Book banning brings bigotry: Prohibiting books interferes with education
Imagine a library without “To Kill a Mockingbird,” “Harry Potter,” “Animal Farm,” or “Fahrenheit 51”. Librarians Janet Hamilton and Julie Hooper do their best to contribute reading materials to the school in an environment that has become increasingly wary about equal education on social issues. But if you start to see a lack of representation in the school library, a lack of independent ideas and educational resources, then look no further than the battle against “Gender Queer: A Memoir”.
Fort Mill and Rock Hill schools have been impacted by investigations into South Carolina school libraries by the state’s Department of Education as directed by Gov. Henry McMaster.
The graphic novel “Gender Queer: A Memoir” by author Maia Kobabe is a tale of growing up and struggling with sexuality and gender identity. The book has been heralded as a gripping reflection of the queer experience, as well as a resource for any of those struggling with questions of sexuality or gender. The memoir’s place in schools has been scrutinized in several other states, including Florida, Texas, and Virigina. The debate has now been brought to South Carolina when Gov. Henry McMaster brought special attention to the subject in his tweet on Nov. 10, 2021 to what he called “…pornographic and obscene materials”. Since being brought to the attention of the Superintendent of Education for South Carolina Molly Spearman, the memoir has been removed from Fort Mill and Rock Hill School libraries (despite being checked out a total of once at only Nation Ford).
In light of upcoming elections, politicians are using the issue to drum up support, which puts them in opposition to the First Amendment and the rights of a student’s access to educational materials. Reading books is not a political issue but an issue of censorship that has been presented to the state and students.
Here are the facts: After the monumental court ruling on the subject of book banning, Island Trees Union Free School District v. Pico (1982), the Supreme Court made the decision that “On the principle that the Constitution protects the right to receive information and ideas,” an American public school will not participate against banning books based on any content deemed too ‘controversial’ to be put on school shelves.
This decision, written by Justice William J. Brennan, means that the removal of books from the shelves of a public school library intrudes on students’ First Amendment rights, in part because of “the special characteristics of the school library” (Justice Brennan, 1982). Brennan then concluded that school officials may not exercise their discretion to remove books from a school library based on “narrowly partisan or political” grounds because doing so would amount to an “official suppression of ideas.”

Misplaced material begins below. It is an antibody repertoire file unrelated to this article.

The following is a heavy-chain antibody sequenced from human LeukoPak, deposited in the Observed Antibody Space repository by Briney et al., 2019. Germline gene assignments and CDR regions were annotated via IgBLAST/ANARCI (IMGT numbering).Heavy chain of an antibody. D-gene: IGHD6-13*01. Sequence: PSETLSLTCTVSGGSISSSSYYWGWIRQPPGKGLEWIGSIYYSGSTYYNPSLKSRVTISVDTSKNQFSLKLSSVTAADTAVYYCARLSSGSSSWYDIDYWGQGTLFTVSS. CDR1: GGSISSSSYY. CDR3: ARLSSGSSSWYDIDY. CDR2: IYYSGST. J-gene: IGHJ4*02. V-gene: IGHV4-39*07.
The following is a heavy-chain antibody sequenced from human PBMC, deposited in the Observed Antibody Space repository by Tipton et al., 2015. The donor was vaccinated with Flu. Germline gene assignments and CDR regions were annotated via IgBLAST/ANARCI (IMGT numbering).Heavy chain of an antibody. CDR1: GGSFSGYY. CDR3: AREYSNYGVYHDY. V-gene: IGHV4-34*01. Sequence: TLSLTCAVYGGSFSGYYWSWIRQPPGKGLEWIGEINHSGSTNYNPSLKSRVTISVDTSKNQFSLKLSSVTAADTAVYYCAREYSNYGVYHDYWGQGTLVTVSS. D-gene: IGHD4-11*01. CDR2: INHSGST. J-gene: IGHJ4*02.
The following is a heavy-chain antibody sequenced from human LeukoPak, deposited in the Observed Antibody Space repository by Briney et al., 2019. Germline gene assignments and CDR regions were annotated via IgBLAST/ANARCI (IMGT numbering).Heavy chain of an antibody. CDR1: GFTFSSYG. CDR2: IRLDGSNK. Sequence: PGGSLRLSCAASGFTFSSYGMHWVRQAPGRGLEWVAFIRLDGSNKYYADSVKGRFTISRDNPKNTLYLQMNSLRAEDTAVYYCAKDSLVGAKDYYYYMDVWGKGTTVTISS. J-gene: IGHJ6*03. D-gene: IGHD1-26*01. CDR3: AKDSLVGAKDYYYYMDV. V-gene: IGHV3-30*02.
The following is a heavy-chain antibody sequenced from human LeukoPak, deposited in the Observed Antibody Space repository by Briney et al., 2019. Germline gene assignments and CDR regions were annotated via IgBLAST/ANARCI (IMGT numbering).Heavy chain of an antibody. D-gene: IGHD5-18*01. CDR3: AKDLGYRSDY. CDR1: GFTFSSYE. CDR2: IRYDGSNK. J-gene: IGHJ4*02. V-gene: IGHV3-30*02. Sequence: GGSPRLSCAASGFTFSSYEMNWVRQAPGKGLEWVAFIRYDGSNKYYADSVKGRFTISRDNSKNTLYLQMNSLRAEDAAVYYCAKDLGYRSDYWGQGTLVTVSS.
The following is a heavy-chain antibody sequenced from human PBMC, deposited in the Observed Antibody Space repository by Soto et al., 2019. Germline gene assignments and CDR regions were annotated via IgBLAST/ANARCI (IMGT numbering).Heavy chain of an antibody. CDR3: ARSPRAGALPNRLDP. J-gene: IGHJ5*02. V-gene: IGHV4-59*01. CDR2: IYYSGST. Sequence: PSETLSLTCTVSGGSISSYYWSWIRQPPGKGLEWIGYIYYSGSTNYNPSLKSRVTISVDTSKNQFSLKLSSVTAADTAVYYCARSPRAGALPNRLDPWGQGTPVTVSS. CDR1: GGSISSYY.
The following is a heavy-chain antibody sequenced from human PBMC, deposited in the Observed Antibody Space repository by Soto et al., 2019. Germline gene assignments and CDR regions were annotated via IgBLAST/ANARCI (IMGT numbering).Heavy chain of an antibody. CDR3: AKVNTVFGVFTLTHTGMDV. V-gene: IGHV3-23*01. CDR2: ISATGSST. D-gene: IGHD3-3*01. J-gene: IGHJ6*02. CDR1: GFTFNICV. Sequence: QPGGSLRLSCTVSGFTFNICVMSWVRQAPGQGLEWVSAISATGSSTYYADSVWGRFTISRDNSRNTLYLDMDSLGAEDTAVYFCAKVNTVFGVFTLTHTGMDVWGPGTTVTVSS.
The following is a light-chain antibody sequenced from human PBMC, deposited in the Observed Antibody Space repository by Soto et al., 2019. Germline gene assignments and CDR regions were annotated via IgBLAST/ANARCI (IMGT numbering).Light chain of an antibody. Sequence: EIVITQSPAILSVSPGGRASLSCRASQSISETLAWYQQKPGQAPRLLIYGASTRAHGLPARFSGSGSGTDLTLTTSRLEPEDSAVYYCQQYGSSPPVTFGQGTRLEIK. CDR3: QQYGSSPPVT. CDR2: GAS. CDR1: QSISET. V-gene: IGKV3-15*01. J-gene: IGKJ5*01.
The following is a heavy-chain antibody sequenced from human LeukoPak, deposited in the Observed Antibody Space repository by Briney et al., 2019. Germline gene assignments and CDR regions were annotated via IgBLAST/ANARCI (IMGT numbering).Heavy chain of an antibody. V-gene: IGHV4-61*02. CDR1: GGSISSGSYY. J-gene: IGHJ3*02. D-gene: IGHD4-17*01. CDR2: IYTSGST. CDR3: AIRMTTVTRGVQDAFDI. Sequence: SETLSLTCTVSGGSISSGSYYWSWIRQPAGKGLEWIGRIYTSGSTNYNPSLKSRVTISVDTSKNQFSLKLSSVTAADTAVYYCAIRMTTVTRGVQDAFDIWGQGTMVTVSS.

It was also agreed upon by a fellow judge, Justice Harry Blackmun, that while the school library was considered within the district itself and not an independent entity, school officials’ removal of books for “…restricting access to political ideas or social perspectives discussed in them, when that action is motivated simply by the officials’ disapproval of the ideas involved” (Blackmun, 1982) is a violation of the First Amendment.
Now let’s apply this case to what we as students, teachers, and administrators are seeing today. The book in question has already been marked as age-restricted for grades 10 and above by the red dot system, which is a red sticker on the spine of a book indicating it contains more mature or explicit material. “Gender Queer: A Memoir” is about the queer experience, and is the first time a book has been removed from the Nation Ford Library.
This isn’t just a local occurrence, but instead a nation-wide phenomenon in which school boards are targeting books about people of color, LGBTQ folk, and those with varying religions and expressions.
Tennessee recently passed three bills protecting book banning, most notably an amendment to bill HB 0800, which states that public and state sponsored charter schools are “… prohibited from locally adopting or using in the public schools of this state, textbooks and instructional materials or supplemental instructional materials that promote, normalize, support, or address lesbian, gay, bi-sexual, or transgender (LGBT) issues or lifestyles.”
The Oklahoma state senate filed a bill to address “indoctrination” of students in public schools in December of 2021, stating “SB 1142 prohibits public school districts, public charter schools, and public school libraries from maintaining in their inventory or promoting books that address the study of sex, sexual preferences, sexual activity, sexual perversion, sex-based classifications, sexual identity, gender identity, or books that contain content of a sexual nature that a reasonable parent or legal guardian would want to know about or approve of before their child is exposed to it.”
Texas Governor Greg Abbott requested a criminal investigation in Texas school libraries in regards to the presence of queer books in the library, specifically “All Boys Aren’t Blue” by George Matthew Johnson, a collection of essays regarding his experience as a queer black man in America. Book banning even spreads to Washington State, where Mukilteo School District, a suburb of Seattle, voted to remove “To Kill a Mockingbird” in January 2022.
In the end, the power of education makes us into better people. The censoring of reading material is what drives a toxic environment for bigotry to thrive. Students being represented in the media that they consume is vital. Representation matters. -MT